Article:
That was one of the key creative challenges and one of our biggest concerns as we attempted to stay true to the look and feel of the Alien world that everyone is so familiar with.


This immersive experience will come out prior to the movie. That had to create some interesting challenges in terms of meeting deadlines. Can you describe how the decision was made and what that meant in terms of leveraging assets from the production into your immersive experience?

Brown: The good thing about this form of VR is that it uses prerendered video so we were able to use the same physical assets as the movie. But when you are dealing with creative decisions in the production process, you sometimes have to think about something from a perspective that has not been told in the film.

There were a couple of new ways of looking at the world that had to be considered, and it was important that the director Ridley Scott of the film be involved to vet some of these ideas and some of the concepts we were playing with for the immersive media piece, in order to have that overall vision remain consistent.


How did you leverage those assets? Were you shooting in tandem?  What were some of the technical and operational issues you had to contend with to get this together, since the production happened in parallel?

Brown: Yes, it did happen in parallel. When you are dealing with a 360-degree experience there are going to be things that the audience misses, different elements that would not necessarily be noticed,  and you also have to consider the fact that the audience can look wherever they want, so it is really important to address all areas where the viewer is capable of looking.

That obviously puts more strain on production. The scope of responsibility for the artist is much greater in these circumstances. It was important that we are able to view the work in progress on a VR headset so we are able to replicate the user experience and make sure we are addressing all the areas that people would see.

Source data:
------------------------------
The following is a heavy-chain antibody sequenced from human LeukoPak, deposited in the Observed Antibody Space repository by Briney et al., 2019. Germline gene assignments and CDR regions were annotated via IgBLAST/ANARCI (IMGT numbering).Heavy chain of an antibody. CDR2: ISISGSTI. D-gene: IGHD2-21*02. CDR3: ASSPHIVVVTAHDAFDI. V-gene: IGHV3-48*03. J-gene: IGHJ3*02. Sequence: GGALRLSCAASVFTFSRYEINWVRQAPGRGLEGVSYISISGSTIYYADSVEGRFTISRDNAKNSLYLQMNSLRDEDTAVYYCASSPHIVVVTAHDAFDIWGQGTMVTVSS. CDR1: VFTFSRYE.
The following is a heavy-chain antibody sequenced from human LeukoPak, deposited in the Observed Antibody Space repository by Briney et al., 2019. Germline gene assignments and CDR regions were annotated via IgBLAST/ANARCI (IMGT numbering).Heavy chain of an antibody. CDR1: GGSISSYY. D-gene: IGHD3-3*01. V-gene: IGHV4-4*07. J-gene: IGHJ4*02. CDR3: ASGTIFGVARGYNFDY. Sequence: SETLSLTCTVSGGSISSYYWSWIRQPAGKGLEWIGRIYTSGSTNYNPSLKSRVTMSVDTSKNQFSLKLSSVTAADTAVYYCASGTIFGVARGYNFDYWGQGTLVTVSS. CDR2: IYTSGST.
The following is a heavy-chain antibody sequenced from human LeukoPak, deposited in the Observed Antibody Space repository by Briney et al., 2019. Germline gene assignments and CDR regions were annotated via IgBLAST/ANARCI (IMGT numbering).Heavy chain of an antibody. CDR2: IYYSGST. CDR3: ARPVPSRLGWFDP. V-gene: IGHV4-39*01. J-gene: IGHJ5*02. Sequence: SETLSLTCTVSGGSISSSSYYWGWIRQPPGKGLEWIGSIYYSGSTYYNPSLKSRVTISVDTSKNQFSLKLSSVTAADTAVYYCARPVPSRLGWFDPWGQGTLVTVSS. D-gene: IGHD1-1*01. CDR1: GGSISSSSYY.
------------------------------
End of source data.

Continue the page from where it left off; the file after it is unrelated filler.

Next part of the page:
Also, it is important that we train the viewer’s eye and that we guide them through the experience, because there are sometimes things happen behind them.

The question for us— which does not have to be addressed in a traditional 2D movie — revolves around how to move the audience’s perspective and guide them towards the elements of the narrative that need to be told.. A lot of times we are addressing this with spatialized sound or possibly by drawing the eye towards visual elements.

Those were some of the areas we really needed to take into consideration for this particular medium.


MPC was very involved in the visual special effects for this next film installment. How important was it to have VFX integrated into the production of the virtual reality experience?

Brown: It was fantastic from the point of view that we had access to the same artists who worked on the visual special effects for the film. There is no better way in my mind to provide visual and artistic continuity than to use the same artists.

That is one area were MPC wanted to be opportunistic and add as much of the film’s tone and look as possible to the 360-degree piece. And because it was coming through our VFX pipeline it was much easier for us to replicate the look and the feel of the lighting in the film and bring that into the 360-degree video.


Putting your Technicolor Experience Center hat on, what role did the Center play in bringing together the different partners?

Brown: The Technicolor Experience Center strives to be on the cutting edge of VR technology. It is a place where we try to bring together software, hardware and creative partners and explore the areas that need more technical development in VR.